Nigeria’s Falling Standard Of Education And The Way Forward, By Abdulyassar Abdulhamid
The standard of education, which is arguably the bedrock of every country’s development and which is measured by the knowledge and the skills students acquired at a particular period of time mostly at primary and secondary levels from which other levels develop, is gradually experiencing slow death in Nigeria.
I wonder if education will today recognize itself in “the magic mirror” (from Stories to Grow). This may not be unrelated to the lack of commitment by the entire stakeholders toward this power house.
There are many arguments of who is responsible for this dwindling standard of education that is threatening almost every sector in the country. I have the opportunity of interviewing many educationists, teachers and government officials respectively.
While some educationists are accusing the government of being insincere towards the educational sector considering the sickly unreasonable amount government injects into the sector every year and inadequate qualified teachers it employed to man the schools, some government officials claim that the government has taken great strides in educational development over the past few years and blame teachers’ lack of commitment in the discharge of their duties. To them teachers lack the right attitude to work and for this most of them cannot work with love.
Many teachers have argued that in most cases their ambitions of discharging their duties sufficiently is hampered by poor working condition, low salary and insufficient teaching as well as learning materials that always greet them. Others talk of students’ minds being carried away by games and social media.
However, many people from the lower rug of the social ladder have been pointing accusing fingers at the crude capitalist system that has created yawning gap between the rich and the poor as the main reason behind the demise of the standard of education in the country. To them when the sons and daughters of the affluent have access to education, their children have but limited educational opportunity because they cannot afford the exorbitant fees private schools demand and the government has refused to adequately fun the sector.
I was so surprised when I first read about an unusual comparison between Grade II and B.A in Achebe’s second novel, Man of the People. What is the basis? Although the book was written some fifty-eight years back. Since my first reading I had been searching for an answer to this so bizarre a likening whose answer should be found much later: why should B.A which I am so much proud of be compared with grade II? Has failure of standard of education reached up to this level? Is it true that a grade ll holder of those days can give a graduate of B.A bloody nose in educational arena? Have mercy on us, Oh Lord!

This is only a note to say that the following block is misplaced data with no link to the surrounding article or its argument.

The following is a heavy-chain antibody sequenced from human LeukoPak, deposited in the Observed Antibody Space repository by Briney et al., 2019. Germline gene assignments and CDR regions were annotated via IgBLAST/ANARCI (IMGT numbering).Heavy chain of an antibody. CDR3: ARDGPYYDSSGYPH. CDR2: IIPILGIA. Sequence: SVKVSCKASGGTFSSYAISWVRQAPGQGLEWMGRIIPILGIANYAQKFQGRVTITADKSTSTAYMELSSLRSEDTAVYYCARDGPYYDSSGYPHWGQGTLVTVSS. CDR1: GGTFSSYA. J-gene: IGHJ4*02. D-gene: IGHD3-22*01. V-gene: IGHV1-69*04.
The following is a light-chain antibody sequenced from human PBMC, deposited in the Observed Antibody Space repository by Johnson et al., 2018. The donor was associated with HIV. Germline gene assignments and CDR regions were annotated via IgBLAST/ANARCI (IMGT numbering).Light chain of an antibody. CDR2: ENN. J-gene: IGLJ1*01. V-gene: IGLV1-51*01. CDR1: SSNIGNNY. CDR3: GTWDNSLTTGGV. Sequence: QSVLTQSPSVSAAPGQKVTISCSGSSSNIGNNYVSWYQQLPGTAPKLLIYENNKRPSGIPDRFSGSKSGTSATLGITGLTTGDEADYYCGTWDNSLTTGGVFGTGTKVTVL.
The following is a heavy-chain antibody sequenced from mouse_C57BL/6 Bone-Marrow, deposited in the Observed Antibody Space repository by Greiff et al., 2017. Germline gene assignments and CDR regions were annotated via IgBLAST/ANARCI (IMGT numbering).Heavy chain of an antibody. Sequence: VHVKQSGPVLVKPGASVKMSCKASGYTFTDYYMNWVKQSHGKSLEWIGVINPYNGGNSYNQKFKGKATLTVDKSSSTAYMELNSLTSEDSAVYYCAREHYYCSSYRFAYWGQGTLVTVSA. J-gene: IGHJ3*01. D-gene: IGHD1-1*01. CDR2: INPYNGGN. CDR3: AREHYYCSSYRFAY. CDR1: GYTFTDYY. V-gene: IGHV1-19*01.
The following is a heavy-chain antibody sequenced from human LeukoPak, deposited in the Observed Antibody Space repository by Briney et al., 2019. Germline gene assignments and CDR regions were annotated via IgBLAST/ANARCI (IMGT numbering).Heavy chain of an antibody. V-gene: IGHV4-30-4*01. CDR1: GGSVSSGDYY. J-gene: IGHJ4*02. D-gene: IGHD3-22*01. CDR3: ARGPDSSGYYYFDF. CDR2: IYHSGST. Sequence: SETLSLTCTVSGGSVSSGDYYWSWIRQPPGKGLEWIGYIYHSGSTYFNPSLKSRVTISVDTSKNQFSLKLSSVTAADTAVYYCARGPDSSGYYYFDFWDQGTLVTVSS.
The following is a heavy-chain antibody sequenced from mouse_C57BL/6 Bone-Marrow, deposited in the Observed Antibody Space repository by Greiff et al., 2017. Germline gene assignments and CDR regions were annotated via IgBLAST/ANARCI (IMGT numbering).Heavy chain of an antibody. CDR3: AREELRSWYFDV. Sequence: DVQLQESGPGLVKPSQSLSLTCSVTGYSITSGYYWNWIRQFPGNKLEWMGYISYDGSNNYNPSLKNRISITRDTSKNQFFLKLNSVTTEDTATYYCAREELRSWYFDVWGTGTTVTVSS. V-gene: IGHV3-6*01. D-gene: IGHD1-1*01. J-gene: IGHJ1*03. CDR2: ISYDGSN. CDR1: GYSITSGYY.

Sometime last year during my NYSC days, I met an elderly woman in glasses hurrying back home perhaps from work. Then I was sitting on a boulder some inches from the ground and I was reading Peter Abraham’s Tell Freedom as part of an NCE syllabus, being a course tutor. Seeing what was in my hand, the woman flashed her captivating smile and I smiled back. She drew nearer and asked from where I got the copy. I told her that was my third reading and I was teaching NCE students. She later told me of how their teachers would prevent anyone who failed to read a prescribed text from getting into class in 1973. I looked at her with awe. We later discussed many literary works. Although I was bewildered at how secondary school students would read what I struggled with in my undergraduate days, I later concluded that Achebe was absolutely right.
This was proved right much later when I came to mark NCE one students’ scripts. Although I had pre-knowledge of their inability to read let alone understand or excavate the text, the sight was extremely filthy. This failure of the standard of education comes with the students and/or teachers’ refusal to read or make further researches.
Most of the schools we know have become business centers where huge amount of money is made. Perhaps parents send their children to schools to ease the tensions and the noises their children cause and make while around; and some teachers are teaching because they could not find better jobs.
A critical look at the arguments above will surely lead one to a major cause these days. As it is true that the government and the teachers should share the blame, so also social media; the hours the lucky generation spent perusing their books, doing assignments or winding their brains are replaced by cyber space these days. A larger percentage of students has no taste for reading at nearly every level.
The dwindling interest in reading culture or reading habit among the youth is deplorable. Social media has taken over the hours students are expected to spend studying, doing assignment or reading story books that can boost their academic status. Due to excessive chatting on Facebook, Whatsapp, Skype, etc, by the students, many teachers especially of English complain that the students’ ability to spell words correctly is no longer there.
To sum it up, government should declare a state of emergency on education; it should hire educationists to prescribe cure to this dying sector. Congestion of all the levels of education in the ministry of education should be decentralized. Government should re-establish teachers colleges all over the country for the production of competent not half-baked teachers. Teachers’ welfare should be improved at least to be at par with that of other government officials’ remuneration.
Facilities for learning should be provided and thereafter adequate teaching and learning materials should be supplied. Communities should imbibe the do-it-yourself mentality that will give way to community schools. And lastly parents should closely monitor their children’s relationship with their books and social media.